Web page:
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Publication numberUS3097261 A
Publication typeGrant
Publication dateJul 9, 1963
Filing dateMay 1, 1961
Priority dateMay 1, 1961
Publication numberUS 3097261 A, US 3097261A, US-A-3097261, US3097261 A, US3097261A
InventorsRobert J Schipper, John L Coddington
Original AssigneeAvco Corp
Export CitationBiBTeX, EndNote, RefMan
External Links: USPTO, USPTO Assignment, Espacenet
Three-dimensional display
US 3097261 A
Abstract  available in
Images(1)
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Claims  available in
Description  (OCR text may contain errors)

y 1963 R. J. scHIPPER ETAL 3,097,261

THREE-DIMENSIONAL DISPLAY Filed May 1, 1961 PLAsTIC BALL 1 :1 i; .FIII III: 1 I TARGET I I I ELECTROLUMINESCENT PANEL. q f

22 ISEEQ? sLIP RING AND BRUSH E BLOCK ASSEMBLY.

RANGE 3O CYCLE MOTOR. GENERATOR 28 i 7 "X" I CHANNEL AZIMUTH INDICATOR I6 20 Y CHANNEL HEIGHT GENERATOR MANUAL INsERT INVENTORS.

ROBERT J. SCHIPPER. y JOHN L CODDINGTONI gZw ATTORNEYS 3,097,261 Patented July 9, 1963 ice 3,097,261 THREE-DEMENSIGNAL DESEPLAY Robert J. Schipper, South Fort Mitchell, Ky., and John L.

Coddington, (Iincinnati, Ohio, assignors to Avco Corporation, Cincinnati, Ohio, a corporation of Delaware Filed May 1, 1961, Ser. No. 106,742 11 Claims. (Cl. 1786.5)

The present invention relates to tridimensional display devices, and provides a device of a radically simplified and fundamentally unique character.

Prior art three-dimensional display devices or indicators are represented by the following United States patents: No. 2,967,905 to Hirsch, entitled Three Dimensional Display Apparatus, issued January 1961; No. 2,604,607 to Howell, entitled Three-Dimensional Indicator Tube and Circuit Therefor, issued July 22, 1952; No. 2,806,216 to iFryklund, entitled Three-Dimensional Position-Indicating Systems, issued September 10, 1957; No. 2,361,- 390 to Fer-rill, entitled Stereo Indicator, issued October 31, 1944.

In general the three-dimensional displays of the prior art utilize dual projection systems or stereo vision An object of the present invention is to provide a threedimensional display device or indicator which is free of the limitations imposed by cathode ray tubes and other high vacuum enclosures and which offers the further ad vantages of simplification, manufacturing cost economies, reliable operation and ready maintenance, reduced voltages, and elimination of complex mirrors, reflectors, and optical devices of that character.

Another object of the present invention is to exploit a luminescent panel as a three-dimensional display device and to provide means for angularly positioning that panel in accordance with azimuth data relating to an object to be displayed or represented and means for supplying to that panel range and height data relating to that object when the angular position of the panel corresponds to the azimuth angle of the object.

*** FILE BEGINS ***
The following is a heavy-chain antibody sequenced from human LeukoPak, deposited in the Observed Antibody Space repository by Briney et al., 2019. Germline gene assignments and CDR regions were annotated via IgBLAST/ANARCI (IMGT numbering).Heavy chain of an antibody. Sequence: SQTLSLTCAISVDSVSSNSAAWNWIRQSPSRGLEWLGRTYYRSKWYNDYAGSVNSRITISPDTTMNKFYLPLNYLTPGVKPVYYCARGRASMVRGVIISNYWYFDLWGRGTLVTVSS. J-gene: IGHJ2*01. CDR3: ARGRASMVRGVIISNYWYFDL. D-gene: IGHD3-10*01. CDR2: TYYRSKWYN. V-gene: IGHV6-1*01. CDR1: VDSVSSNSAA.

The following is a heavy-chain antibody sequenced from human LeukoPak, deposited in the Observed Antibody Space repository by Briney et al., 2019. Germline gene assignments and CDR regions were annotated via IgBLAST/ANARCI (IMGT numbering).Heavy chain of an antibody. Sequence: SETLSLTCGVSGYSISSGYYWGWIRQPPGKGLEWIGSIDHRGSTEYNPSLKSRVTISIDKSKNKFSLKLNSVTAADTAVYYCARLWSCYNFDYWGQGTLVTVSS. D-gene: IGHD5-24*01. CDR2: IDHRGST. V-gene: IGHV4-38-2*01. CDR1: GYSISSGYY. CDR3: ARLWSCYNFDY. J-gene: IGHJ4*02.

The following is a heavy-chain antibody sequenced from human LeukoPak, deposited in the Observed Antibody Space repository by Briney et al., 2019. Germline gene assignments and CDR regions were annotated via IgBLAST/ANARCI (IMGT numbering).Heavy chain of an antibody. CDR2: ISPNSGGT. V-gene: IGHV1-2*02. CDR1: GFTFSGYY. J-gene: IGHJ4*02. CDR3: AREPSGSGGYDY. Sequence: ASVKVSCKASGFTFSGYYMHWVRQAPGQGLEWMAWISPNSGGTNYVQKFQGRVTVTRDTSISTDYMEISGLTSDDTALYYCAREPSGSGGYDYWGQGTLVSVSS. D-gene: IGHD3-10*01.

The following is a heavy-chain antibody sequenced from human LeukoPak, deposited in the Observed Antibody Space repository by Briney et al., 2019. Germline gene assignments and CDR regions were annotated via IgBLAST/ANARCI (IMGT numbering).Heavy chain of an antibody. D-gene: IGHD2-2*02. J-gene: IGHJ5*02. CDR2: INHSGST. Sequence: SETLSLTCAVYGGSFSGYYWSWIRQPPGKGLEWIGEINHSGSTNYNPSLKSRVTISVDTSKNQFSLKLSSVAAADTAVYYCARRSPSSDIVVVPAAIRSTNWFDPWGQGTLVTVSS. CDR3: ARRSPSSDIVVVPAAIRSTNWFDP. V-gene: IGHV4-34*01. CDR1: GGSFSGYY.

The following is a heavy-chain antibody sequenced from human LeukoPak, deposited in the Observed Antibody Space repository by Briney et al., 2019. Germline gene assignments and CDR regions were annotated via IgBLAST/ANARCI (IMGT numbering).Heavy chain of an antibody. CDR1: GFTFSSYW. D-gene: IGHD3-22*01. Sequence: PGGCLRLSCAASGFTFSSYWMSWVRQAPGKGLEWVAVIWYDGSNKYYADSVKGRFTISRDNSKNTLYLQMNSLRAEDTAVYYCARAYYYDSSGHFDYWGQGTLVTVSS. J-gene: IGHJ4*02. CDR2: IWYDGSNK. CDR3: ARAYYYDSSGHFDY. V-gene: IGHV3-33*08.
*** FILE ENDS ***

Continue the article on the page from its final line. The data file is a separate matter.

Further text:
In accordance with a broad aspect of the invention, there are provided a rotatably mounted x-y matrix-type display panel, means for supplying electrical data to said panel, and means for synchronizing the supply of data with a selected angular position of the display device.

Narrowly viewed, and as used in a specific application for the three-dimensional display of an object detected by radar, the invention provides, in the preferred embodiment, the combination of an electroluminescent disk comprising a base sheet on which are mounted in succession a group of x coordinate parallel conductive grids, an electroluminescent dielectric, a second group of y coordinate parallel conductive grids at an angle (generally a right angle) to the first-mentioned group, and means for rotaltably mounting that disk. The so-called grids are bars arranged for individual and selective excitation. The groups of grid elements define a plurality of conductor crossings, at each of which the intervening portion of the electroluminescent element can be caused to l-uminesce upon individual selection of the x coordinate grid and the y coordinate grid at that crossing. A range generator is coupled through an x communication channel and a slip ring and brush block assembly to the x coordinate ele ments. A height generator is coupled through a y communication channel to the y coordinates. Each channel is provided with means for selecting any desired x or y coordinate as dictated by the range and height generators, respectively. The channels are gated to select the desired x and y coordinate elements when the indicated position of the target, appearing in the output of an azimuth indicator, corresponds with the angular position of the electroluminescent disk.

For a better understanding of the present invention, to-

2 gether with other and further objects advantages, and capabilities thereof, reference is made to the attached single FIGURE of the drawing, which illustrates in simplified frontal view a preferred embodiment of tridimensional indicator in accordance with the invention, the associated functional circuit units being indicated in block diagram.